Editorial Musings of a Botanical Nature

st john's wort

I was gifted a large flower planter two weeks ago. Absolutely gorgeous. Undoubtedly expensive. Elegant clusters of tiny white blooms cascading down the sides, an abundance of vibrant purple blooms adding pops of colour, handsome two-toned foliage to fill in the gaps, and a proud spray of spiky grass to add interest and movement to the top. It immediately took pride of place on my front porch, so that all who walked by could marvel at the care and attention that went into designing and nurturing it.

But reader, I think I’ve killed it.

My horticultural expertise lies more in the direction of less delicate pursuits, like cutting the grass, pruning and occasionally, when have time and when it’s not too hot and I’m in the mood, weed pulling. But despite my lack of experience in keeping flowerpots healthy and in bloom, how could it all have gone so wrong between the nursery and my porch?

It all made me think about other situations in which handing over a project—like, say, a writing project—might cause unintended blight.

Any time a plant—or a manuscript—changes hands, there is always potential for miscommunication, lack of knowledge or accidental neglect to cause a once beautiful piece to wither. Like a new plant owner introduces a plant to a new environment, an editor might accidentally impose his or her own biases and beliefs, foibles and fancies, tone and temperament, on a work. A plant parent might not know enough about how much sunlight or water to give a plant, resulting in care inappropriate to its needs. Similarly, a well-intentioned editor has differing knowledge and life experiences compared to his or her author, and might suggest deletions or revisions that are inappropriate to the author’s style, sensibility or even culture.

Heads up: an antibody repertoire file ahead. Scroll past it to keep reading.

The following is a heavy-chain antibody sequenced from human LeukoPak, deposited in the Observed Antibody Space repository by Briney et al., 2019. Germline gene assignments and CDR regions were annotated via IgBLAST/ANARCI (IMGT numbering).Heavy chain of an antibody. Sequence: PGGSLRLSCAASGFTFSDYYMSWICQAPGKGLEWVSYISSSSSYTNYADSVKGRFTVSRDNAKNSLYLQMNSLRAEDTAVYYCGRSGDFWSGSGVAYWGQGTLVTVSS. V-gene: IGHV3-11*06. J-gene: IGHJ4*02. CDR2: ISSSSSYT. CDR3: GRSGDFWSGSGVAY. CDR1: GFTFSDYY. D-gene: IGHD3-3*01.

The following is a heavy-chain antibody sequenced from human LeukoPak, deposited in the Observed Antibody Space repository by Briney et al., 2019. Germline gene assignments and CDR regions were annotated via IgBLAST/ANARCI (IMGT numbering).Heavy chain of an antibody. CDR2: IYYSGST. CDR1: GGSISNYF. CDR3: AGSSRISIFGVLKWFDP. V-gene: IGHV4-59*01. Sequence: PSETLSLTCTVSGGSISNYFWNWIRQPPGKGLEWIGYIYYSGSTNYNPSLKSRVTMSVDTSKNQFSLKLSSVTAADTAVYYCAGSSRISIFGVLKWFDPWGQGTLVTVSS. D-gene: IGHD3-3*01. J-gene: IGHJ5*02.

Though my ailing plant might not be telling me (in a way I understand) how to nurse it back to health, I’ve called in a more experienced gardener to advise me. It reminds me that, as an editor, I can do the same. I can call on experts to increase my knowledge, and I can seek advice from other, more experienced editors to gain insight into best practices and strategies to improve my suggestions.

I’m recognizing in myself an ability to prune manuscripts and to weed them. Now I just have to practice nurturing, not to mention knowing when and how often to sprinkle my suggestions!


Thank you for stop by to listen to my botanical tragedy—and the life lesson to be gleaned from it. Here’s hoping your own precious plants are luckier than mine!



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The Porcupine's Quill would like to acknowledge the support of the Ontario Arts Council and the Canada Council for the Arts for our publishing program. The financial support of the Government of Canada through the Canada Book Fund (CBF) is also gratefully acknowledged.